New Sherlock Holmes anthology's appeal is elementary, my dear!
Mystery guru Otto Penzler talks about Sherlock's timelessness and the writers – including Stephen King, P.G. Wodehouse, Kingsley Amis, Anne Perry, and even O. Henry – who can't resist adopting him.
Deerstalker hat? Check. Victorian-era London? Check. Dr. Watson valiantly trying to keep up? Definitely check.
Many of the tales in The Big Book of Sherlock Holmes Stories are as Sherlock Holmesian as they come. But readers will deduce the big twist from the cover: Arthur Conan Doyle didn’t write most of them. Instead, this anthology – touted as the “biggest collection” of Sherlock Holmes stories ever – is full of fond tributes by other writers.
Stephen King is here, offering a savvier Dr. Watson than we’re used to. P.G. Wodehouse, Kingsley Amis, Anne Perry, and even O. Henry make appearances too. But not every setting is invitingly gaslit: One story takes on a Martian moon, and another in heaven. And several are funny (or at least funny peculiar), including a few written self-mockingly by Conan Doyle himself.
The world’s most famous detective, it turns out, has spawned more than century of mimicry, and he still makes writers want to borrow him for a spell. Or a book. Or a series.
To paraphrase the words of Sherlock’s biggest fans, these writers keep the memory of the master ever green. And, mostly, ever-Victorian. In general, says Otto Penzler, editor of the new anthology, “it’s wrong to have him in a different era. We want him where we know him to be.”
In an interview, Penzler – who runs the Mysterious Bookshop in New York City and owns The Mysterious Press – recalls his first encounter with 221B Baker Street, the evolution of the famous detective’s appeal and the qualities of a perfect Holmes story.
Q: How did you first become interested in Sherlock Holmes?
I remember it as if it happened yesterday. I was 10 years old, 63 years ago. Miss (or Mrs.) Gibson was the librarian at my grammar school, P.S. 9 in the South Bronx on 138th Street.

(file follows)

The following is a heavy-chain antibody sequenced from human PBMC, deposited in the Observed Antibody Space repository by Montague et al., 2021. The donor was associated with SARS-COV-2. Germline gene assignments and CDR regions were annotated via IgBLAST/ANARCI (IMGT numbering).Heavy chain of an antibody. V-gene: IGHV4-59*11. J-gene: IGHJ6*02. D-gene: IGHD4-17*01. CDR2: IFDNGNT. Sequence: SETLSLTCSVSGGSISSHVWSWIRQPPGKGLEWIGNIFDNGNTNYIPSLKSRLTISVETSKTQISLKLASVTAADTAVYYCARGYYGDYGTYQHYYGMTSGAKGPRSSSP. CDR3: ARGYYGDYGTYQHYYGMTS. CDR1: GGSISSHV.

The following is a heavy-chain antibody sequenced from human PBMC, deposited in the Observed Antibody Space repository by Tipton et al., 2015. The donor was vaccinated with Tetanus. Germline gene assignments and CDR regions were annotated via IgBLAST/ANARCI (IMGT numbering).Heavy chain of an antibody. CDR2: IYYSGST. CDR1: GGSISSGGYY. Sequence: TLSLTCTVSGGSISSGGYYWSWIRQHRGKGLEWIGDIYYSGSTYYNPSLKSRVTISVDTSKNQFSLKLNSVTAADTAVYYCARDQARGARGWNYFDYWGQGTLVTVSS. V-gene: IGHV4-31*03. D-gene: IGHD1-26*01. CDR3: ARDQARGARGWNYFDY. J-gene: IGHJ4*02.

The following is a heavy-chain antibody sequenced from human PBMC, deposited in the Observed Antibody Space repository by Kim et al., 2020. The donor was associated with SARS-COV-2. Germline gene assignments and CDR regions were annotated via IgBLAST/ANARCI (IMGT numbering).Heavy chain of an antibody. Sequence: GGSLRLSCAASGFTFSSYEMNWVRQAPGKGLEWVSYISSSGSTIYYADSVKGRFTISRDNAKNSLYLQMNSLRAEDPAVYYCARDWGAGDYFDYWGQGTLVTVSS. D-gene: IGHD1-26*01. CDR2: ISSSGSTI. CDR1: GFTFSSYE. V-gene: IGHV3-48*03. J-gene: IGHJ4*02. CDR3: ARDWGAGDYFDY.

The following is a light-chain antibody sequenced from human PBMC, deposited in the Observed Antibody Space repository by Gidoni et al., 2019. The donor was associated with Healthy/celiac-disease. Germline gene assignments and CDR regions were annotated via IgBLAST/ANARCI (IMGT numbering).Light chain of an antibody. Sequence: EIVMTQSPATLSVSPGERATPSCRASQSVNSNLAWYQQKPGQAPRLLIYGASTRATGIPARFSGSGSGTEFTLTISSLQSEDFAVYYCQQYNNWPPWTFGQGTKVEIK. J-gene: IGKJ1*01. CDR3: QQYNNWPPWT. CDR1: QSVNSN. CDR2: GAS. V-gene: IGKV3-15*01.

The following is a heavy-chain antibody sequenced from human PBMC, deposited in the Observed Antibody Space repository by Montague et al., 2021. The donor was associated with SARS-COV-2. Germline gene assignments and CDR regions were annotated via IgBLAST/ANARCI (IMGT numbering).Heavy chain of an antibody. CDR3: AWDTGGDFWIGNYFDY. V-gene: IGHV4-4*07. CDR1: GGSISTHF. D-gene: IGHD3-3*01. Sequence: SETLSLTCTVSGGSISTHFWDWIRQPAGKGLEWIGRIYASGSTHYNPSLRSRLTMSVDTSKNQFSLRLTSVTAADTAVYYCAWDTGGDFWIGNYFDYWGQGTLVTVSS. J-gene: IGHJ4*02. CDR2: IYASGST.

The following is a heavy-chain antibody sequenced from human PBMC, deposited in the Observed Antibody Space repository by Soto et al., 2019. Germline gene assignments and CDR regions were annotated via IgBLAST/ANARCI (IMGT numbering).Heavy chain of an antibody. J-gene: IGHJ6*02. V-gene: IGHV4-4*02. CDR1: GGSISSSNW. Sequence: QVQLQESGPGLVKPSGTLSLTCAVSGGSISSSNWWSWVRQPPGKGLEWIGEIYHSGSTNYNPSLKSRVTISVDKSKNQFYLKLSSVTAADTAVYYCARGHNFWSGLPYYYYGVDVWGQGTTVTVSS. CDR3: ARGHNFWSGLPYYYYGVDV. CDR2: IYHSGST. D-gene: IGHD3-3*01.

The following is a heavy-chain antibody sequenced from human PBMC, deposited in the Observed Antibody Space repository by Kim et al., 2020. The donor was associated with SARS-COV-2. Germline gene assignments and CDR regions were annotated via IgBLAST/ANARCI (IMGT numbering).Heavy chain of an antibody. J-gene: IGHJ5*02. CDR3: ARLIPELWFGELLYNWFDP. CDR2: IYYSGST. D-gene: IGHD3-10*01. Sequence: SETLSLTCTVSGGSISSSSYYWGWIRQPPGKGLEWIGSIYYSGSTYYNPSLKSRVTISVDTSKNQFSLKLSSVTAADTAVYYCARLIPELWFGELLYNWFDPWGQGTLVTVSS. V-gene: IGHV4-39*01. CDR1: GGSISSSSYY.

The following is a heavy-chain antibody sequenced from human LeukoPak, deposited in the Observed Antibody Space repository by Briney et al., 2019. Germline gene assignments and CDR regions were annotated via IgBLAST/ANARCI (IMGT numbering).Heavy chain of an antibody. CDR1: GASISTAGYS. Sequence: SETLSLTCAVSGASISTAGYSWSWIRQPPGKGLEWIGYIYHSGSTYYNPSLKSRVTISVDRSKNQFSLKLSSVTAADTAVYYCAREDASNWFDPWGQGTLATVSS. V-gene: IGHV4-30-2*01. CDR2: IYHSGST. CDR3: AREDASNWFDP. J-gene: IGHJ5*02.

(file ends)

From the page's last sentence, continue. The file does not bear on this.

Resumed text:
Twice a week, we had one hour in the library where Miss Gibson would talk about books – what books were and how to take care of them. For the second half hour, we were allowed to take one book and read it.
I pulled an anthology off the shelf, and there was a title in there called “The Red-Headed League” that got my imagination going. I was about three-quarters done reading when the bell rang. I didn’t know what happened, and it drove me crazy.
For the next week, I couldn’t sleep, couldn’t stop thinking about it. I had to know what happened. I think the delayed gratification is what embedded this affection for Sherlock Holmes in my brain, and it became a lifelong thing. It resonates strongly to the present day.
Q: The book includes parodies and pastiches of Sherlock Holmes. What’s the difference?
A pastiche attempts to emulate the style as closely as possible. When it’s really well done, you have the sense that this could have been written by Arthur Conan Doyle.
A parody takes elements of the characters and emphasizes them to so much of a degree that they become funny. In the original stories, for example, Dr. Watson frequently is baffled when Holmes makes an observation of some kind. In a parody, Holmes may make one of these deductions based on an observation and go through a long convoluted explanation of how he got to that point. Then the subject will say “That’s not true at all,” and give the true answer.
Q: While they’ve inspired their own parodies, you don’t see much writing about, say, Sam Spade or Hercule Poirot that isn’t by their creators. Why does Holmes make so many writers want to borrow him?
Holmes is really the pinnacle. You could walk down the street in midtown Manhattan and ask any casual person if they’ve ever heard of Sherlock Holmes, and they’d say yes. He’s become a part of the language in a way that no one other detective ever has.
Part of it is longevity. He was there at the very beginning. Although Edgar Allen Poe invented the form in 1841, detective fiction was not at all popular until Sherlock Holmes came along. And that didn’t happen until he started writing the short stories in 1891.
They struck a reading chord with the public that was unimaginable. Harry Potter is as close as anything I could imagine to his influence.
Q: What did Conan Doyle think of his creation?
When he killed Sherlock Holmes – he thought his historical novels were far more important and far better – he got an amazing amount of hate mail. One woman addressed him as “you brute.”